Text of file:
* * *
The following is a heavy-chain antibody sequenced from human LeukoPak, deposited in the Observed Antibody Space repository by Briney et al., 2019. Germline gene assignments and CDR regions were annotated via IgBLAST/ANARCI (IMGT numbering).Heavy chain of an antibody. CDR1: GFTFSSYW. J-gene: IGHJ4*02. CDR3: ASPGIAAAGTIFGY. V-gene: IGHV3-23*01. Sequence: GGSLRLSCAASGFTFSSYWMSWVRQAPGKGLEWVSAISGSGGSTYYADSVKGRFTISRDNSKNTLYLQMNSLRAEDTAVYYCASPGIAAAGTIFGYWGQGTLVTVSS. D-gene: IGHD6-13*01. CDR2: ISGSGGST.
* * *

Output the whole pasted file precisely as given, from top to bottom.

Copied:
The following is a heavy-chain antibody sequenced from human LeukoPak, deposited in the Observed Antibody Space repository by Briney et al., 2019. Germline gene assignments and CDR regions were annotated via IgBLAST/ANARCI (IMGT numbering).Heavy chain of an antibody. CDR1: GFTFSSYW. J-gene: IGHJ4*02. CDR3: ASPGIAAAGTIFGY. V-gene: IGHV3-23*01. Sequence: GGSLRLSCAASGFTFSSYWMSWVRQAPGKGLEWVSAISGSGGSTYYADSVKGRFTISRDNSKNTLYLQMNSLRAEDTAVYYCASPGIAAAGTIFGYWGQGTLVTVSS. D-gene: IGHD6-13*01. CDR2: ISGSGGST.